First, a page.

Federal Trade Commission staff submitted written comments opposing proposed legislation in Alabama that purports to immunize “authorities” formed by any public university operating a medical school in Alabama, and their collaborative activities “with all types of health care providers,” from the federal antitrust laws. The comments are in response to a request from Alabama State Senator Larry C. Stutts.
As stated in the comment by staff of the FTC’s Office of Policy Planning and its Bureaus of Competition and Economics, House Bill 241 and Senate Bill 243 seek to immunize potentially anticompetitive conduct from federal antitrust scrutiny. If effective, these bills could shield anticompetitive mergers, price fixing, boycotts, and a wide variety of other anticompetitive conduct that harms consumers. “If enacted, the exemption would not improve patient care, but would likely raise health care costs and decrease access to care,” the comment states.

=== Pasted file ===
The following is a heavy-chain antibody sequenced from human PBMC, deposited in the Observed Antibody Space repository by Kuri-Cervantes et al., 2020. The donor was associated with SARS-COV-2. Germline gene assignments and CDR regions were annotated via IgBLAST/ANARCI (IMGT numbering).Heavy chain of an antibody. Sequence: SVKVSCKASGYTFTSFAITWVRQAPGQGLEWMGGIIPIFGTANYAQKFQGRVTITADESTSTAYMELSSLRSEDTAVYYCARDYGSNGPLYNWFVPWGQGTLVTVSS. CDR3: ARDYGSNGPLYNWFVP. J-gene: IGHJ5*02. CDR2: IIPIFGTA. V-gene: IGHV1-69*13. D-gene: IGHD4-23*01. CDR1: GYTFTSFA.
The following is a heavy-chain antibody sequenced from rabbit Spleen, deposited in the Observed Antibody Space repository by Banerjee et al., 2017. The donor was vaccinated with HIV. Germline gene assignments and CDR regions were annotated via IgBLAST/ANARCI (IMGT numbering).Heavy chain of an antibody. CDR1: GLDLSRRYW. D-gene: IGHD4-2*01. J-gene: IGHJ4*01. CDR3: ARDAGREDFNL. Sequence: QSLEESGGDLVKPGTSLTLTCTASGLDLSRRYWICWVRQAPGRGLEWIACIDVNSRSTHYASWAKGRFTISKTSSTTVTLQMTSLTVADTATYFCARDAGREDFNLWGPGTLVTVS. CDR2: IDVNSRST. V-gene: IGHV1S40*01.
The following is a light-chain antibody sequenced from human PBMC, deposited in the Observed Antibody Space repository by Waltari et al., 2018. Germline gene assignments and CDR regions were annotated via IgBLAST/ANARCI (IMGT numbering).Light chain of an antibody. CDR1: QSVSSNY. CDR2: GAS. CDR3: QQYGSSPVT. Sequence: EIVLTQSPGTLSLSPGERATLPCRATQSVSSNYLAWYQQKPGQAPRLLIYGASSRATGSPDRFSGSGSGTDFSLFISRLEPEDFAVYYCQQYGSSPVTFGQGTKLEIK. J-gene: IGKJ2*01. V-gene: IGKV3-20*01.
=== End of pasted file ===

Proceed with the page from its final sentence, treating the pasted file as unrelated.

“ . . . [T]he antitrust laws already permit efficient and pro-consumer mergers,” the comment concludes, noting that such immunity “would prevent antitrust authorities from scrutinizing, moderating, or preventing anticompetitive mergers and conduct that would seriously harm Alabama consumers. In some cases, it could also encourage groups of private health care providers to engage in blatantly anticompetitive conduct.”
The Commission vote to issue the staff comments was 3-0. (FTC File No. V160010; the staff contact is Daniel J. Gilman, Office of Policy Planning, 202-326-3136.)
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